242: Roadside wind turbine


More than 2.5 billion cars, most of which while using motorways generate unharnessed wind turbulence.


Roadside wind turbine

Pakistani engineer Sanwal Muneer was standing on the side of a Malaysian racetrack four years ago was inspired as to how the breeze from the racecars might generate energy.

The roadside wind turbine Muneer created stood 8ft (2m50) tall and was made of recyclable carbon fibre. The turbine weighed just 20lb. (9 kg), which makes it easy to transport and install. The fully-charged battery can hold a kilowatt of electricity, which is enough power to run two lamps and a fan for around 40 hours. The idea is that this turbine could supply electricity for rural communities in developing countries, or could be used to power traffic lights or road signs in urban areas.

Winning the UN Clean Energy Award in 2014, then funding from the 2015 Shell LiveWIRE programme, Muneer teamed up with Asad Liaquat, a friend since university days in Islamabad, Pakistan, when they were both studying electrical engineering, to found Capture Mobility to trial and commercialise his solution. Dundee, on the east coast of Scotland was the first local authority to allow Muneer’s company, to test the turbine beside its roads. Captive Mobility exhibited at at Ecoville during the 2018 Edinburgh International Science Festival.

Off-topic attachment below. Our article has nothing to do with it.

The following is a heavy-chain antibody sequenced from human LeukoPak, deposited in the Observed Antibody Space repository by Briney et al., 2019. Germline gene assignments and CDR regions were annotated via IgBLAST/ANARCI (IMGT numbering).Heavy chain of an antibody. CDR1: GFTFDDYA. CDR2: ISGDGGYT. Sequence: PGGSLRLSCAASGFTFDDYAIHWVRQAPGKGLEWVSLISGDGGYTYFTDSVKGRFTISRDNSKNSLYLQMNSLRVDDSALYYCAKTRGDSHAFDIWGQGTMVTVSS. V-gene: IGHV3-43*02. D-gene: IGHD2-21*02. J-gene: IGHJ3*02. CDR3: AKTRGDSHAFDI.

Even more innovative is the Alpha 311 roadside wind turbine, developed by John Sanderson and Barry Thompson of Whitstable, Kent, England. Instead of its own pole, this can be retrofitted onto any lighting column or pole lining the central reservation of motorways.

While the first prototypes were made from drinks bottles in a shed in Whitstable, Tom the 2m tall Alpha 311 Mk.X was by from carbon fibre and recycled PET Trials showed it able to generate the same amount of energy as 21m² of solar panels.

The business plan: The turbines are not sold, but leased – but pay their way from the electrical energy gained by the local council – the electrical energy used can light the motorways making huge financial savings. Alpha 311 has already received requests for projects in India and New York.

Discover Solution 243: Silverlining

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